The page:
### Results

No significant differences were observed when considering the diffusion metrics (FA, ADC, $\lambda_{\ //}$ and $\lambda_{\bot}$). When considering the MT and ihMT ratios and asymmetry coefficient, no significant difference could be observed between LH and RH volunteers when looking at the motor regions. However, significant differences were detected between left and right regions within the RH group (fig.2). More specifically, higher ihMTR (5.96±0.55 vs 5.58±0.64% for right and left tracts respectively, p<0.001 ; A = 1.07) (cf. fig. 1) and MTR (27.4±2.4 vs 25.4±3% respectively, p<0.0005, A=1.08) were observed in the right WM motor tracts as compared to the left ones. When performing the same comparison within the LH volunteers, no significant differences were detected for ihMTR (6.02±0.72 vs 5.85±0.69 for right and left motor tracts respectively, p=0.81 ; A=1.03) nor MTR (26.9±4.2 vs 26.4±3.6 % respectively, p=0.99; A=1.03). No significant differences were detected in the somato-sensory tracts, nor in the GM.

### Discussion/Conclusion

Through the observation of MT and ihMT metrics variations, this study highlighted significant structural differences in the SC when considering LH and RH. In particular, myelination differences in the lateral motor tracts seems to be right-hander specific as seen when comparing left and right regions in each group. This study is the first reporting an asymmetric behavior in the SC according to handedness, with a focus on motor tracts myelination. Although structural asymmetry has been demonstrated in the brain using either DTI2,3,4 or morphometry1, no report demonstrated different myelination in the pyramidal tract in the brain so far. A first interesting perspective would therefore be to use ihMT to study the normal brain myelination asymmetry and to see whether confirmation of the results presented here could arise in the brain. Reversely, extension of the present work to study handedness influence on the SC motor GM morphometry, as performed in the brain, is under investigation. These results may be of particular interest to study for example normal or pathological aspects of SC structure and function using MRI.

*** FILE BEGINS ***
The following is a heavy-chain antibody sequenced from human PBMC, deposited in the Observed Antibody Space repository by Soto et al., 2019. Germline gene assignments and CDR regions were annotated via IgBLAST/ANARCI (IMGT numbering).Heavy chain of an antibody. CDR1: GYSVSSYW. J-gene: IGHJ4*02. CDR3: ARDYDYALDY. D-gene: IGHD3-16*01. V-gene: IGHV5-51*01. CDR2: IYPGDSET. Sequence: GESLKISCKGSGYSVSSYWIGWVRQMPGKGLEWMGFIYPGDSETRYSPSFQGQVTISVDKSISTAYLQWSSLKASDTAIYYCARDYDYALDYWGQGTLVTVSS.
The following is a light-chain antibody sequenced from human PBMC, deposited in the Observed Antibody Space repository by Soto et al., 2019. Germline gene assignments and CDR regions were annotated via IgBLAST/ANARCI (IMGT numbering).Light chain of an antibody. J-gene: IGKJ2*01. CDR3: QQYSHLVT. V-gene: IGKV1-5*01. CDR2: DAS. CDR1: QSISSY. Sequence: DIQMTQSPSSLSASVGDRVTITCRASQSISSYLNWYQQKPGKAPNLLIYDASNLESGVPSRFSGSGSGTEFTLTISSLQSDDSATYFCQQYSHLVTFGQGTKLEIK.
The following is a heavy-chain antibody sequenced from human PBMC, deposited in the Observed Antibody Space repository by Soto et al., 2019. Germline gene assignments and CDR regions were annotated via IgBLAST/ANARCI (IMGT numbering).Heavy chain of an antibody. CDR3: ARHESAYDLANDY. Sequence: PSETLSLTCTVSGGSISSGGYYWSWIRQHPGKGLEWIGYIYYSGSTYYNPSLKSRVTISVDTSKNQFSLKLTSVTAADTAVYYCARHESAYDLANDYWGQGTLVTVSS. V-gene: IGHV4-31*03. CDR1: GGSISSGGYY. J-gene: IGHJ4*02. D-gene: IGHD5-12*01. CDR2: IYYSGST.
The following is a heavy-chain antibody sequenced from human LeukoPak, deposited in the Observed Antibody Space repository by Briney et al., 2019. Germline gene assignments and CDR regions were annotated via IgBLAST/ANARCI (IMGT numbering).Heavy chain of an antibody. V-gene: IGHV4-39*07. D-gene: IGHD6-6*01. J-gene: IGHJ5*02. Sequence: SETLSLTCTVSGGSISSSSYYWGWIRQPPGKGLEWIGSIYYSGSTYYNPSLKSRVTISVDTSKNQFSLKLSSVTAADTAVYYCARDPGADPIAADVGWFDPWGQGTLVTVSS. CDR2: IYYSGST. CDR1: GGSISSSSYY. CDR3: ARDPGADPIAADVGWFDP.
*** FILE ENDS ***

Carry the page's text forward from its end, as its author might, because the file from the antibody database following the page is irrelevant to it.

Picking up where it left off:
### Acknowledgements

No acknowledgement found.

### References

1 Amunts et al, NeuroImage, 1996. 4(3 Pt 1): p. 216-22; 2 Powell et al, Neuroscience, 2012. 207: p. 227-42; 3 Seizeur et al, Surg Radiol Anat, 2014. 36(2): p. 111-24; 4 Buchel et al, Cerebral Cortex, 2004. 14(9): p. 945-51; 5 Varma et al, MRM, 2015. 73(2): p. 614-22; 6 Girard et al, MRM, 2015. 73(6): p. 2111-21; 7 Taso et al, ISMRM 2015 p.681; 8 Oldfield, Neuropsychologia, 1971. 9(1): p. 97-113; 9 Girard et al., MRM, 2015 (in revision) ; 10 De Leener et al, NeuroImage, 2014. 98: p. 528-36; 11 Taso et al, NeuroImage, 2015. 117: p. 20-28; 12 Lévy et al, NeuroImage, 2015. 119(0): p. 262-271; 13 Fonov et al, NeuroImage, 2014. 102P2: p. 817-827

### Figures

Fig. 1 Distribution of ihMTR (fig 1a) and MTR (fig 1b) values for right-handed and left-handed volunteers in left motor and right motor ROIs

Fig. 2 (a) AMU40 T2*-w template with left (blue) and right (green) lateral motor regions (b) average ihMTR maps for RH exhibiting asymmetry in the lateral motor tracts

Proc. Intl. Soc. Mag. Reson. Med. 24 (2016)